2 Min Read
TOKYO, April 30 (Reuters) - Japanese manufacturing activity expanded in April at the fastest pace in just over a year in an encouraging sign that stabilising overseas demand and a weaker yen are helping the economy.
The Markit/JMMA Japan Manufacturing Purchasing Managers Index (PMI) rose to a seasonally adjusted 51.1 in April from 50.4 in March.
The index remained above the 50 threshold that separates expansion from contraction for the second consecutive month and showed that activity grew at the fastest pace since March 2012.
"This would represent a solid growth performance, maintaining the trend that was observed in the first quarter of the year and latest anecdotal evidence suggests a weaker yen is playing a part in the expansion by raising export volumes," said Paul Smith, senior economist at Markit.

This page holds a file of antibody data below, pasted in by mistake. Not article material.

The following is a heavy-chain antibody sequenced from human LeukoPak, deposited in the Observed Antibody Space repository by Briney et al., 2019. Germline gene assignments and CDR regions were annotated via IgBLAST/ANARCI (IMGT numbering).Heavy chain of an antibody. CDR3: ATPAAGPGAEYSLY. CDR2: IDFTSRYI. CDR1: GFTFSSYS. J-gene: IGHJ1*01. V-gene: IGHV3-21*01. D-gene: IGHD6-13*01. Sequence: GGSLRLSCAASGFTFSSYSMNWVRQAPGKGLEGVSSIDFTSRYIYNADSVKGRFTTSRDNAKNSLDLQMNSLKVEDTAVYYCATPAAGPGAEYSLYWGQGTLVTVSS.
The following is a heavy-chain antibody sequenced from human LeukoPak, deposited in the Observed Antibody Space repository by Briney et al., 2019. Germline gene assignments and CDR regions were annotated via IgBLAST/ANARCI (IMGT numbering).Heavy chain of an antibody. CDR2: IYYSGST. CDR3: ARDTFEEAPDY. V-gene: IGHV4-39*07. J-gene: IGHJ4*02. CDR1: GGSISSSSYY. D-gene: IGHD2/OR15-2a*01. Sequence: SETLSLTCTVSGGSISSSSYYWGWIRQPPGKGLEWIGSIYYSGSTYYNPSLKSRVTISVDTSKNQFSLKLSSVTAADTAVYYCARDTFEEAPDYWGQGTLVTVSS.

The index for new export orders fell to 52.2 in April from 53.9 in the previous month.
The output component of the PMI index rose to 52.1 in April from 51.3 in the previous month to also show the fastest expansion since March last year.
The Japanese government's policy mix of bold fiscal and monetary expansion pursued by Prime Minister Shinzo Abe has so far driven the yen to a four-year low against the dollar and sparked a 50 percent rally in Japanese share prices from November.